Item No: cdc301101
Title: ALs to Mary Hurnall
 pages + envelope
1 Devonshire Terrace
York Gate Regents Park.
July The Twenty First 1841.
I have been in Scotland for some weeks past, and find so many letters to answer on my return, that I am obliged to send a more brief reply to yours than I desire.
Accept my sincere thanks, both for your note, and the Invitation it contains. I fear it is not likely that it will ever be in my power to accept it in deed, but in spirit I do, and so do Mrs. Dickens and my children – you are right; I have four.
Be assured that I am not unmindful of my promise, and that if you should come back to London at any time, I shall, please God, make a point of seeing you.
Your remark – a very natural and proper one – on the blind man in Barnaby, is only another proof to me, among many others which present themselves in various forms every day, of the great disadvantages which attend a detailed and desultory form of publication. My intention in the management of this inferior and subordinate character, was to remind the World who have eyes, that they have no right to expect in sightless men a degree of virtue and goodness to which they, in full possession of all their senses, can lay no claim – that it is a very easy thing for those who misuse every gift of Heaven to consider resignation and cheerfulness the duty of those whom it has deprived of some great blessing – that whereas we look upon a blind man who does wrong, as a kind of monster, we ought in Truth and Justice to remember that a man who has eyes and is a vicious wretch, is by his very abuse of the glorious faculty of sight, an immeasurably greater offender than his afflicted fellow. In a word, I wished to show that the hand of God is at least as manifest in making eyes as in unmaking them, and that we do not sufficiently consider the sorrows of those who walk in darkness on this earth, when we set it up as a rule that they ought to be better than ourselves, and that they are required to be by their calamity. Calamity with us, is made an excuse for doing wrong. With them, it is erected into a reason for their doing right. This is really the justice of rich to poor, and I protest against it because it is so.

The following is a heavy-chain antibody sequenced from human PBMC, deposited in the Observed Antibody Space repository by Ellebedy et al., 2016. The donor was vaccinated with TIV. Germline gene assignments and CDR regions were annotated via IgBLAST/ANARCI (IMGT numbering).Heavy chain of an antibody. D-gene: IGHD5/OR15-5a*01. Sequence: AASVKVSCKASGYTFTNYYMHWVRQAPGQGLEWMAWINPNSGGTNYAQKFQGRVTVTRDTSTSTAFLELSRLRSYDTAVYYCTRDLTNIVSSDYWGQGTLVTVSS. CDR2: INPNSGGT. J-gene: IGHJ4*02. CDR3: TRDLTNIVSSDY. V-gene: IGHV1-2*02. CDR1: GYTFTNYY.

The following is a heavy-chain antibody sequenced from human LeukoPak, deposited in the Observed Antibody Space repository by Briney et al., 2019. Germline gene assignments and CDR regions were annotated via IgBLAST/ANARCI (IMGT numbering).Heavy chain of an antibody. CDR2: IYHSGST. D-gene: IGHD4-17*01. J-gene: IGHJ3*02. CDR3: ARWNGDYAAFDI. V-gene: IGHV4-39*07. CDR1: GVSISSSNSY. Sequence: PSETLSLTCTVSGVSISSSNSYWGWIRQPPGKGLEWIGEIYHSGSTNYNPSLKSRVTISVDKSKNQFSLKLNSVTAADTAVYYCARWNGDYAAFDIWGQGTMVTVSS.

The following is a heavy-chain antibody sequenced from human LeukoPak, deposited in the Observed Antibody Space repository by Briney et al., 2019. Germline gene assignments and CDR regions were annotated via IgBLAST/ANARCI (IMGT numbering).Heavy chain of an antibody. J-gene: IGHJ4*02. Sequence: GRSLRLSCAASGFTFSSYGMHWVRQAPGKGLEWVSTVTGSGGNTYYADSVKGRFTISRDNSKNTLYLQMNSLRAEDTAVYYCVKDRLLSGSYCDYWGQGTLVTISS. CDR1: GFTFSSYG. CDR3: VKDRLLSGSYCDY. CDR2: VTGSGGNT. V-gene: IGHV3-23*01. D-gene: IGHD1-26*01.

All this you would have seen if you could have had the whole book before your mental vision. As it is, I can only hope to bring my meaning before you by very slow and gradual degrees, and after you have formed a first impression on the subject.
That it is a real pleasure and delight to me to know that I afford you any consolation or amusement, you may believe with your whole heart. And believe also that I am, Dear Madam with an unaffected interest in your happiness
July The Twenty First 1841
Rare Book Department
Bequest of William M. Elkins, 8/5/47.
Volume 2, pp. 336-337, The Letters of Charles Dickens, edited by Madeline House & Graham Storey ; associate editors, W.J. Carlton … [et al.].
Creation Place Note:1 Devonshire Terrace York Gate Regents Park
DL H941 1841-07-21
Dickens, Charles, 1812-1870 - Author